Sunday, June 15, 2008

Happy Fathers Day!

Back a few months ago when daddy died and mom was goin' through his stuff, decidin' what to throw away and what to keep, she found an old Fathers Day card I'd sent him back in about '97. I sent it to him while I was livin' in San Marcos and goin' to grad school briefly to get qualified to teach Government. That means 18 hours of grad level credit in the subject. 6 classes. I started in the summer and went through the fall, keeping a 4.0 for the first time in my life. I guess I'd grown up a bit since the last stint in school.

I found a hilarious card that really summed up what I was feelin' at the time and wrote a letter to send with it. I wanted to tell him some of the stuff I'd figured out in the previous few years, since leaving the teaching gig on the ships and moving back home. I'd bought a cheap, reconditioned Brother word processor to write papers on and was getting back into the mood to write stuff down. Funny how writing all those papers will do that to ya. You get long winded, needing to fill pages with crap that sounds profound, tryin' to make the Prof think you know a thing or two.

I guess I'd figured a few things out by then and wanted to tell dad about it. In retrospect it's way to wordy and needed a lot of work, but I didn't have a few years of bloggin' under my belt then. It's amazing what I've learned about writing from actually doing it, and from reading all of your posts. You've all taught me so much. Anyway, here's what I said in that letter, along with a few little explanations.

Dear dad,

All joking aside, I just wanted to take the opportunity of Fathers Day to give you a few words expressing my love and profound admiration for you, and your choice in a spouse.

You know that we've had a sometimes arduous and distant relationship, and I must admit that there was a long period in my youth when I considered you to be my enemy. I think now that our life settings and experiences were so profoundly different, and our temperaments so profoundly similar, that we were destined from the outset to be in contention (sounds like a college boy, don't it?).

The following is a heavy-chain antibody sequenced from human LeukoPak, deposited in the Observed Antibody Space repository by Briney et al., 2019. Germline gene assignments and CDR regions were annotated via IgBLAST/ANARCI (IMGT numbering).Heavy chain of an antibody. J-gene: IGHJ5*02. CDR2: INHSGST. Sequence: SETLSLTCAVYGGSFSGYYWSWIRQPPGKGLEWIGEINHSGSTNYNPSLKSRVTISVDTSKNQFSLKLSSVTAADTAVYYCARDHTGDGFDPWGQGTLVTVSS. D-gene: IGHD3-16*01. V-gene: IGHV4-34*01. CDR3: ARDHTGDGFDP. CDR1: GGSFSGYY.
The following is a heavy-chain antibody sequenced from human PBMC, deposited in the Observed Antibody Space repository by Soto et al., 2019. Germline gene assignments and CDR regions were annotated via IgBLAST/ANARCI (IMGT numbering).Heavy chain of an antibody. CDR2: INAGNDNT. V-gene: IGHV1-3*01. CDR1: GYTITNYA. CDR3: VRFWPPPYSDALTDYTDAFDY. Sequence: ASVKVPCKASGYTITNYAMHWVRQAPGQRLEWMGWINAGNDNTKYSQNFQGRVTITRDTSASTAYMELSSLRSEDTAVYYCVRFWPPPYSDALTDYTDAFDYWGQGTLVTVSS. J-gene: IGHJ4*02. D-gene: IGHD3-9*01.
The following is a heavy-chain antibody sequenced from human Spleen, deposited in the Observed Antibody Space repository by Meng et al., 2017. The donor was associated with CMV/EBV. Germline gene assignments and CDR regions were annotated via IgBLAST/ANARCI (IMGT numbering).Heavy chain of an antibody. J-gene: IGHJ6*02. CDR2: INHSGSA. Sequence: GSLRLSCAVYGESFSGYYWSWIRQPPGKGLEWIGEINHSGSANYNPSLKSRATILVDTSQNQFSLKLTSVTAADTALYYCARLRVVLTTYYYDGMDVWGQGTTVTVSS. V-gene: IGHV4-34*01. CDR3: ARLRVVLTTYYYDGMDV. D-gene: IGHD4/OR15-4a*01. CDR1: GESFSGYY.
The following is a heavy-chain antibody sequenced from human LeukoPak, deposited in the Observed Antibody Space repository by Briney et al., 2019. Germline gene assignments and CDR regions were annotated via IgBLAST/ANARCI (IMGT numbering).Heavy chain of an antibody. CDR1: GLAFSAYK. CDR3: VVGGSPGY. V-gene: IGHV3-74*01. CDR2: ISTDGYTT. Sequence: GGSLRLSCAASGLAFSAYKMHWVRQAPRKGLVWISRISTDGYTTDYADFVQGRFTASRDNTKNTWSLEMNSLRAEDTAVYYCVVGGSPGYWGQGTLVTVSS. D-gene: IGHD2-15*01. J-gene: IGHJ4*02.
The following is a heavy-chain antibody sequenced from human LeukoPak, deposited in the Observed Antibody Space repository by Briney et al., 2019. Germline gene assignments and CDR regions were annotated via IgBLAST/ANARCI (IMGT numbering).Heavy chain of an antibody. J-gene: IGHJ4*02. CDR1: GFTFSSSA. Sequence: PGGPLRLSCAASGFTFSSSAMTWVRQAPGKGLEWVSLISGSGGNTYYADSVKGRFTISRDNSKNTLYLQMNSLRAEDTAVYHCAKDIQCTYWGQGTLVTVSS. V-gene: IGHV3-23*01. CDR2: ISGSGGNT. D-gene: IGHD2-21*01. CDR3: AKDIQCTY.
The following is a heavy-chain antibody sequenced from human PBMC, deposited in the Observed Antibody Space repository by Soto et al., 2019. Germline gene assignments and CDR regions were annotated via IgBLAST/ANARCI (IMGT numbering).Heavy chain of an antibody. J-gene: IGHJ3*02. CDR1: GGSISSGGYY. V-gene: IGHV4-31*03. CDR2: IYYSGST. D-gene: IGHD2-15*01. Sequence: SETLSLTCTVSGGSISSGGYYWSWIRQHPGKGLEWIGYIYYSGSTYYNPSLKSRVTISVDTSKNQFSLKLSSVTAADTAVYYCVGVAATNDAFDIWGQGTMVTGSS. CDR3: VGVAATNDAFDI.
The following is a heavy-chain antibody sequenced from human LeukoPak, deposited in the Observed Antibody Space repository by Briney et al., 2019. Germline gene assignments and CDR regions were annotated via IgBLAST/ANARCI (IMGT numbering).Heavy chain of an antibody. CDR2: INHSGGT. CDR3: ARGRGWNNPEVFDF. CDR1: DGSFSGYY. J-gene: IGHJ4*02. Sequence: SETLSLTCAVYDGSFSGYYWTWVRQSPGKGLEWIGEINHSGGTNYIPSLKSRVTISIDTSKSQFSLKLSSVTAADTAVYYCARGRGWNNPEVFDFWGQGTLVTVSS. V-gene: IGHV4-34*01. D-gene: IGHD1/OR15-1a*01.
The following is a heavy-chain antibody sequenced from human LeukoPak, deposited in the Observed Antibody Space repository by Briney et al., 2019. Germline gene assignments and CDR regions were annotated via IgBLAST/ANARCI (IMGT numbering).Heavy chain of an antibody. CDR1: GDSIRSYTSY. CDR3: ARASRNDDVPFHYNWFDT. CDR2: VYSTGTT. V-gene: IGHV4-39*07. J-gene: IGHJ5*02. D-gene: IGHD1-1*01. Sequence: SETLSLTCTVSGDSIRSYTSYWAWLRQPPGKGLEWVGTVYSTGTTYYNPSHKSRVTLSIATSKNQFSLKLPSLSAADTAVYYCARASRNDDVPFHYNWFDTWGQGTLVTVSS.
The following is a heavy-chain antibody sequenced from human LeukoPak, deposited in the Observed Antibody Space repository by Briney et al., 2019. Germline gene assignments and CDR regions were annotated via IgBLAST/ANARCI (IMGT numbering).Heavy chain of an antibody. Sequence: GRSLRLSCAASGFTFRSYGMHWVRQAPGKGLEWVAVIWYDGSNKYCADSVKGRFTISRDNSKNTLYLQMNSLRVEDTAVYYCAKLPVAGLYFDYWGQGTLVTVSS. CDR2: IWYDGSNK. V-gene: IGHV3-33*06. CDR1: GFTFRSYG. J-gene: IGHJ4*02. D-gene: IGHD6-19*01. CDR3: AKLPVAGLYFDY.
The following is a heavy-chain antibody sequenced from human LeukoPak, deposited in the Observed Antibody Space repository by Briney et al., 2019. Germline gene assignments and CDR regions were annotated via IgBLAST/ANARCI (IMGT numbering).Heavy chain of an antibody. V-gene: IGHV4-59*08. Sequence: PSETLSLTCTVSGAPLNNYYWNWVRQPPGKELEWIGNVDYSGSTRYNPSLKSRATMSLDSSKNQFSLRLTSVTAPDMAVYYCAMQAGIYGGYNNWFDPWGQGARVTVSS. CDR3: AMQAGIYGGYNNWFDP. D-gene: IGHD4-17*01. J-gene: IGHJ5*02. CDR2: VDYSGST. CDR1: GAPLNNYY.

When I was growing up, I didn't see you as the father that I needed or wanted, and you seemed eternally disappointed in me. You were, it seemed to me, too busy being in charge of everything, both at home and at work, to allow me or anyone the chance to know you as anything but the boss, and usually you were a boss to be avoided.

We've been through a lot of trauma over the years, both individually and as a family. Miraculously, we made it through as a family, and I think you would agree that, despite the normal differences that we still encounter, we are now better able than most families to express our profound love for one another, and my tremendous respect for the both of you.

I began to see both of you in a different way some time in my 20s. I think it was both a function of my maturing and your mellowing, but I know it was heavily effected by your health issues. I guess our relationship went through some profound changes when you were laid out on that table and couldn't be the boss all the time. I was finally allowed to see a vulnerability and a need for me that I had missed before (that last bit is a reference to his heart attack and the side of him that I was allowed to see when he was weakened by that trauma, and I was thrust into a more adult role).

Equally important was our move back to Temple. I finally got a chance to see where you and mom had come from, and was able to appreciate how lucky Margaret and I were that, unlike many others, our parents had the drive and gumption to get out of Bell County and make a better life for themselves and their children (that's a reference to the fact that all of my dad's brothers stayed there, and stayed poor, though their kids grew up happy and well adjusted, which my sister and I always envied).

Both Margaret and I grew up feeling a bit weird because we hadn't had the "normal" upbringing that others had had. We both, without expressing it to one another, shared a sense of inferiority to many of our cousins who grew up in one place, and who had the opportunity to grow up with friends and extended families. As I grew to see the way things really are around here for myself, it began to dawn on me that sis and I were truly fortunate.

Rather than making us weird, the exotic experiences and places of our youth have made us better people, and we have both of you to thank for that. There is no way that either of us can ever repay you for all the things that you've done for us (not better people, but maybe more open minded and well rounded).

I simply want you to know that we both love you more than you can ever know, and that we both know that you love us, and that no matter what happens to us, or where we are in our lives in the world, our love for you is endless, and that we four will always be one, indivisible family unit.

Love, your son.
Happy Fathers Day!